Food flavors across cultures and geography vary a lot. Some cuisines use a lot of scallion and ginger, whereas another might use a lot of onion and butter. Then again, everyone seems to use garlic. Yong-Yeol Ahn, et al. took a closer look at what makes food taste different, breaking ingredients into flavor compounds and examining what the ingredients had in common. A flavor network was the result:
Each node denotes an ingredient, the node color indicates food category, and node size reflects the ingredient prevalence in recipes. Two ingredients are connected if they share a significant number of flavor compounds, link thickness representing the number of shared compounds between the two ingredients. Adjacent links are bundled to reduce the clutter.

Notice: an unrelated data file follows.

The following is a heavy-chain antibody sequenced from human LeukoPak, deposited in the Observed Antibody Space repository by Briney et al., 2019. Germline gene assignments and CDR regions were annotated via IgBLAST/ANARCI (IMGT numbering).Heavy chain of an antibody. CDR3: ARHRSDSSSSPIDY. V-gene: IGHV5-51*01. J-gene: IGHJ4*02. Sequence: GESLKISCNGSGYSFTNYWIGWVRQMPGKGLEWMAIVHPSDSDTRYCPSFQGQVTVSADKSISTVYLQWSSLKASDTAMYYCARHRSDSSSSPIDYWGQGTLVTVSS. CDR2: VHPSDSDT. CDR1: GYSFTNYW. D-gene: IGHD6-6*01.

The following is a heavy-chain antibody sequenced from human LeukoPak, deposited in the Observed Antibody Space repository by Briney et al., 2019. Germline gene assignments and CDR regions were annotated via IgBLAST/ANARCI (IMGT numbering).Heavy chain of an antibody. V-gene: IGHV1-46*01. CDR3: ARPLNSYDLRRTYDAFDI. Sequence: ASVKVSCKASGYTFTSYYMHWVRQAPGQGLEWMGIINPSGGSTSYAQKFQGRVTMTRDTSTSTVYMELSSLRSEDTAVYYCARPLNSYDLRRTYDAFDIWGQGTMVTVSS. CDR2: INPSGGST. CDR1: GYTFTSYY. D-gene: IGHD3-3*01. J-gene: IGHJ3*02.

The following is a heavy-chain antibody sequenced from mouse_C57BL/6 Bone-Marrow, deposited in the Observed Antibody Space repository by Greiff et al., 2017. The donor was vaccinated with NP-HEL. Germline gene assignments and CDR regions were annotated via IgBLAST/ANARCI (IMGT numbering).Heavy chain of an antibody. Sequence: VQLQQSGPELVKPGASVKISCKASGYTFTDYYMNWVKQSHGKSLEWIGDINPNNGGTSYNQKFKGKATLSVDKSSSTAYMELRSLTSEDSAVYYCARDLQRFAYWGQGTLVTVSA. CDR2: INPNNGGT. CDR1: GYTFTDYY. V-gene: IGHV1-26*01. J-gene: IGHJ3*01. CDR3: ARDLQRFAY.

Mushrooms and liver are on the edges, out on their lonesome.
[Nature | Thanks, Elise]